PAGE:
Registration for the class will open soon! Students must register through CUNYFirst. For more information on registering using CUNYFirst, call Orson Barzola at 212-340-2871. Registration is on a first-come basis, and is limited to 25 students.

Photo by Joe Brusky via flickr (CC-BY-NC)

New Book from Prof. Michael Fortner: Urban Citizenship and American Democracy

Michael Javen Fortner, Assistant Professor and Academic Director of Urban Studies at the Murphy Institute and author of the sensational “Black Silent Majority: The Rockefeller Drug Laws and the Politics of Punishment,” has released a new book: “Urban Citizenship and American Democracy,” co-edited by Amy Bridges:

After decades of being defined by crisis and limitations, cities are popular again as destinations for people and businesses, and as subjects of scholarly study. “Urban Citizenship and American Democracy” contributes to this new scholarship by exploring the origins and dynamics of urban citizenship in the United States. Written by both urban and nonurban scholars using a variety of methodological approaches, the book examines urban citizenship within particular historical, social, and policy contexts, including issues of political participation, public school engagement, and crime policy development. Contributors focus on enduring questions about urban political power, local government, and civic engagement to offer fresh theoretical and empirical accounts of city politics and policy, federalism, and American democracy.

Visit SUNY Press for more information or to pre-order your copy.

New Labor Forum Highlights: June 13th, 2016

The New Labor Forum has launched a bi-weekly newsletter on current topics in labor, curated by the some of the most insightful scholars and activists in the labor world today. Check out some highlights from the latest edition below.

As of this writing, the the Presidential Primary season is in effect over; we know that Hillary Clinton will be the nominee and that she will face Donald Trump in the general. But the fascination with the Bernie Sanders campaign continues, as detailed by Bob Master, Political Director for Region 1 of the Communication Workers of America, writing about the lessons the labor movement can learn.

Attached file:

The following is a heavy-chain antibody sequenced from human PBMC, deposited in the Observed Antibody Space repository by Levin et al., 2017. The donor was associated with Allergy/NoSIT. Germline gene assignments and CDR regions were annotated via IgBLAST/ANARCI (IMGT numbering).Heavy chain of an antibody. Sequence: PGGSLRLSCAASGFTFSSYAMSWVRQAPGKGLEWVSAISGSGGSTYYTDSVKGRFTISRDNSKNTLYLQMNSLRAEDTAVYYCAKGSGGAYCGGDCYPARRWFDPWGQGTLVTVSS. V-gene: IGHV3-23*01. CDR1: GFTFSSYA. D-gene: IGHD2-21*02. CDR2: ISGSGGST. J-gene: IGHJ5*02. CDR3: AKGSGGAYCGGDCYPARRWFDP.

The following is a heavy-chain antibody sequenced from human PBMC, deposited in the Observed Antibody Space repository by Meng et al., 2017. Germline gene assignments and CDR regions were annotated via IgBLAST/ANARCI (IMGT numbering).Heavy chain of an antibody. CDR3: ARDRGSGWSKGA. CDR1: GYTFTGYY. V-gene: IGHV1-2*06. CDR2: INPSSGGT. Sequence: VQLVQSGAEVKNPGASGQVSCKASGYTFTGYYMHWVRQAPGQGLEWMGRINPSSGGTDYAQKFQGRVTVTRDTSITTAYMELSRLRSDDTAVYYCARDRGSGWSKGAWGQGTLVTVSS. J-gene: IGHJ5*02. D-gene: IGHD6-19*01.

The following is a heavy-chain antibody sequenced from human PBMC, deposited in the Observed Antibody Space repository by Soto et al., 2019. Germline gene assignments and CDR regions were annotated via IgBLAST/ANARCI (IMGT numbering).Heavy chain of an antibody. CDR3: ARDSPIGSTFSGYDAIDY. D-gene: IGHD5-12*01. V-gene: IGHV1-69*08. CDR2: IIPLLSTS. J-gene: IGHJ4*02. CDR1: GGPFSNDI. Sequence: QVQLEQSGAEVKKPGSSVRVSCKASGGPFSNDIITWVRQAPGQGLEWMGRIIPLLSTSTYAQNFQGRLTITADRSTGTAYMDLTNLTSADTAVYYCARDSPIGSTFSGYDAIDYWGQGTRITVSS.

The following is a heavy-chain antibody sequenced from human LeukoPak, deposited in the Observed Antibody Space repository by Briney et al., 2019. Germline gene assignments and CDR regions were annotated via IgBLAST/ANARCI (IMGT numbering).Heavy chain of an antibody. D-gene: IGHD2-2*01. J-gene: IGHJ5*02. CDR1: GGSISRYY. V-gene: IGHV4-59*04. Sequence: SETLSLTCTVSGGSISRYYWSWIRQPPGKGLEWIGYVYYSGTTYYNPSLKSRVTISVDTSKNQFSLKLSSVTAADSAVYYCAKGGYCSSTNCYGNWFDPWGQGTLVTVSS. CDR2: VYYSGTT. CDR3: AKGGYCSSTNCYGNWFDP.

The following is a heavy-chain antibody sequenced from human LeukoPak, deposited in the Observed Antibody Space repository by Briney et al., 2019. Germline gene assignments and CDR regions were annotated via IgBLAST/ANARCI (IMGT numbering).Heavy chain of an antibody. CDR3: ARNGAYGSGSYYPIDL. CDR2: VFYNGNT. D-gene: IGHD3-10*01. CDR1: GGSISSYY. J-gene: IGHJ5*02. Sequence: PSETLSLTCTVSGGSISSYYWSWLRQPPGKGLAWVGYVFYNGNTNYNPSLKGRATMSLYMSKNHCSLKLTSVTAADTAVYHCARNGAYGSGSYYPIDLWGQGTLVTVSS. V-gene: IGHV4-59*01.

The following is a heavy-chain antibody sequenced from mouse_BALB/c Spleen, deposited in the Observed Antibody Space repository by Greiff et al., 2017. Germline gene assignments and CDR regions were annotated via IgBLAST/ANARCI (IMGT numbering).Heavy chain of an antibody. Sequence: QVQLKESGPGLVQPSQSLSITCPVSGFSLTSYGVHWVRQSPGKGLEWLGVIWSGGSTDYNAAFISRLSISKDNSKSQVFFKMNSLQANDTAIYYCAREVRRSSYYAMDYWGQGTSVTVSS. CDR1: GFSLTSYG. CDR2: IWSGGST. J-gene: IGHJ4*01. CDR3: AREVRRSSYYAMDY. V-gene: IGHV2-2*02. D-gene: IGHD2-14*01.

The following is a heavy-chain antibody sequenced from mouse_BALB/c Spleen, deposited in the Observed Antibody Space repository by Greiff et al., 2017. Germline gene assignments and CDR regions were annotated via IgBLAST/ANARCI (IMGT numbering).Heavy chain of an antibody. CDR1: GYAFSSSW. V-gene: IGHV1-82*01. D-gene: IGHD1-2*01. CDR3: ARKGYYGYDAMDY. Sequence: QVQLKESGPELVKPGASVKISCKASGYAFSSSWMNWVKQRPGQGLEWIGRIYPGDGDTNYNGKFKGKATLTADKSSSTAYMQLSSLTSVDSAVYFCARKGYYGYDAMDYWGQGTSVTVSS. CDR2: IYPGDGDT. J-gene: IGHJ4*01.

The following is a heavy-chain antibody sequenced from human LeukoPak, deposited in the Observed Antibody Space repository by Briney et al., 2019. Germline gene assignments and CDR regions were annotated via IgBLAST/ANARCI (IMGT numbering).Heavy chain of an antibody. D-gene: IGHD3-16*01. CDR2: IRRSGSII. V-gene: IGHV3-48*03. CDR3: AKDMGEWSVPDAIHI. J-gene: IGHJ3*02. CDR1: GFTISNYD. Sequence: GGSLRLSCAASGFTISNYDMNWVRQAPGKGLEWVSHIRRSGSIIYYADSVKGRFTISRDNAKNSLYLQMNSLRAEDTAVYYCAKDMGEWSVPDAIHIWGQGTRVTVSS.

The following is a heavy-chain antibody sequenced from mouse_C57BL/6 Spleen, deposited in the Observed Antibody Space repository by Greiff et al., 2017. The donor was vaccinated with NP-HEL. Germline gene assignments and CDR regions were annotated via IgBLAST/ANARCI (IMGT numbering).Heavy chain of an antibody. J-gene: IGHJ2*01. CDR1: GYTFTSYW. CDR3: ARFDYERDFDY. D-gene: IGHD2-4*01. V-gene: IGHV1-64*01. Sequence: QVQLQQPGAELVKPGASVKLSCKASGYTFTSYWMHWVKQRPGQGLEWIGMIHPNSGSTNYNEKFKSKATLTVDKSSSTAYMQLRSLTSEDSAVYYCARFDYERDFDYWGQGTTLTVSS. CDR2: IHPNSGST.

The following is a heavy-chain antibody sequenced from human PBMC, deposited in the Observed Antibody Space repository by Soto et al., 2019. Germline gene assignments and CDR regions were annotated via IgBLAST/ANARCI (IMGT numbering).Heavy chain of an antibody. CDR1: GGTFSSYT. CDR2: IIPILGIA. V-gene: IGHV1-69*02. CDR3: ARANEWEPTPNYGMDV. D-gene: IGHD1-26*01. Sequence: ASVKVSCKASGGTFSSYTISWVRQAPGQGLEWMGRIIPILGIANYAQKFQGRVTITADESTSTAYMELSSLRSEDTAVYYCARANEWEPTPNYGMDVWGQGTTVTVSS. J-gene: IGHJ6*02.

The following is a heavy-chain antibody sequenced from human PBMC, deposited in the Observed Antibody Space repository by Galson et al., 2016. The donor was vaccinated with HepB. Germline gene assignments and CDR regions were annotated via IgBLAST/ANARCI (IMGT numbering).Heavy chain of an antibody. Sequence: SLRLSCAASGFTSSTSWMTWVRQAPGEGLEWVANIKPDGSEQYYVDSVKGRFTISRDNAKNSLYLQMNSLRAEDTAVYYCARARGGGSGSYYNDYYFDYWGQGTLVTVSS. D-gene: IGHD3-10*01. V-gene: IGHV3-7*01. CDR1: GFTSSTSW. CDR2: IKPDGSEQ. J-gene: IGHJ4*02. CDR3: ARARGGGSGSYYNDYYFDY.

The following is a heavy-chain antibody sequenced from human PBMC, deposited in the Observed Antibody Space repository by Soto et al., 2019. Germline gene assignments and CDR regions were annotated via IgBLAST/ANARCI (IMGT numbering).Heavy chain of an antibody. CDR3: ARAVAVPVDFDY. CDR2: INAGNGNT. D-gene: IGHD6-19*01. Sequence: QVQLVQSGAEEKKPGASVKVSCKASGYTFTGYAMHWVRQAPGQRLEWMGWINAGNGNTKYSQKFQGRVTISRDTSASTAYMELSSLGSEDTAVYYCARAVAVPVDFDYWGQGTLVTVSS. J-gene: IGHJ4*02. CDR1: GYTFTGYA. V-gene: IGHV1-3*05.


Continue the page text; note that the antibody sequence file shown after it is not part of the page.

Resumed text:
To discuss the future prospects of the movement inspired by the Sanders campaign, thousands of unionists and progressives will gather in Chicago this weekend at The People’s Summit. The Murphy Institute’s Sean Sweeney will be speaking on energy democracy and climate justice, and New Labor Forum’s Charles Lenchner will be moderating a panel on the future of democratic socialism.

Other progressives, most notably Senator Elizabeth Warren, are now attempting to make the case for Hillary Clinton to Sanders supporters. We include here such an argument by The Nation’s David Cole in defense of Clinton’s incrementalism.

Finally, Nicholas Confessore of the New York Times offers a detailed analysis of what Sanders hopes to achieve by staying in the race.


  1. Bernie Sanders, Labor, Ideology and the Future of American Politics by Bob Master
  2. The People’s Summit by Charles Lenchner
  3. The Progressive Case for Hillary Clinton’s Incrementalism by David Cole
  4. Isn’t the Primary Over? Why Bernie Sanders Won’t Quit, by Nicholas Confessore

Photo by Gage Skidmore via flickr (CC-BY-SA)

Worker/Artists at The 32BJ Art Show

This weekend, the 9th annual 32BJ Art show displayed a variety of artwork from its 32BJ and 1199 members, including city and office building workers alike. The work featured paintings, sketches and a live show, which included singing, poetry and performance art.

Read more about this amazing event, which connected worker/artists with a supportive platform. This display of art in various mediums emphasizes the importance of labor/arts events such as this one: they open up possibilities and lift up cultural production in the lives of city and office workers.

A conversation about workers, communities and social justice